New information is starting to surface in the controversy over the Texas Attorney General's ruling to withhold chemical inventory lists from the public.

For the second time, WFAA-TV was officially denied access to all of the state's chemical inventory lists. The denial didn't come from the Attorney General but from the Texas Department of State Health Services for a new reason not given before.

At issue was the Texas Attorney General's decision to deny public access tochemical inventory lists called Tier II. Those lists were mandated by Congress in the mid 80s and are supposed to be available to the public to alert citizens of dangers posed by the handling of hazardous chemicals by local businesses.

They were public records in Texas until two months ago when Attorney General Greg Abbott ruled they were off limits. Thursday, his office issued a new explanation.

The Texas Homeland Security Act, not Greg Abbott, requires DSHS to withhold Tier II information, said Jerry Strickland, a spokesman for Abbott. That law has been in place since the law passed in 2003. Greg Abbott hasn't changed the law. Families, local businesses and communities have a right to this information and it is available to them ... through the facilities that store these chemicals.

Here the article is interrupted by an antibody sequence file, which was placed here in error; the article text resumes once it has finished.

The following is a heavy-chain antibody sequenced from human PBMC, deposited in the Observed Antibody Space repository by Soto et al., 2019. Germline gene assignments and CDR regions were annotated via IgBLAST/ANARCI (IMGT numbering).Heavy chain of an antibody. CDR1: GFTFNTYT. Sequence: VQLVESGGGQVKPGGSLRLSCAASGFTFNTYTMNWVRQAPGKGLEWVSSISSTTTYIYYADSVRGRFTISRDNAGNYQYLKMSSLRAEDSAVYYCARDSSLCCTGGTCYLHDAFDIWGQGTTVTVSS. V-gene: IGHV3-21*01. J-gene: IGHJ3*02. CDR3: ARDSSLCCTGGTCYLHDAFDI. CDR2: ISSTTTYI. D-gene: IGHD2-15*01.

As News 8 found out Wednesday, not all businesses are eager to share the information.

Now, what appears to be a new obstacle for Texas citizens has surfaced. WFAA s renewed attempt to get chemical inventory lists from the Department of State Health Services was rejected for a new reason.

It is the position of the department certain information should not be disclosed, wrote Marc Allen Connelly, deputy general counsel, in his denial of information sought by WFAA. A third party s interest may be at stake.

He specifically referred to Tex Gov't Code 552.110, which allows businesses handing chemicals to claim certain information as confidential.

In other words, state health officials are denying public access to chemical inventory lists based on a business' right to privacy.

Tom Smith, director of Texas Public Citizen, said he believes the sudden secrecy has become absurd.

We are calling on the Attorney General to repudiate the agency's assertion that the records are confidential, Smith said. Under federal law, every citizen has an absolute right to know about whether there are explosives or toxins that are in their neighborhood.

As of Thursday night, Abbott continued to stand his ground and the state health department was digging in. Chemical inventory lists will no longer be released by the state. The bottom line, if you want to know what's being stored next door, you need to go knock on it.


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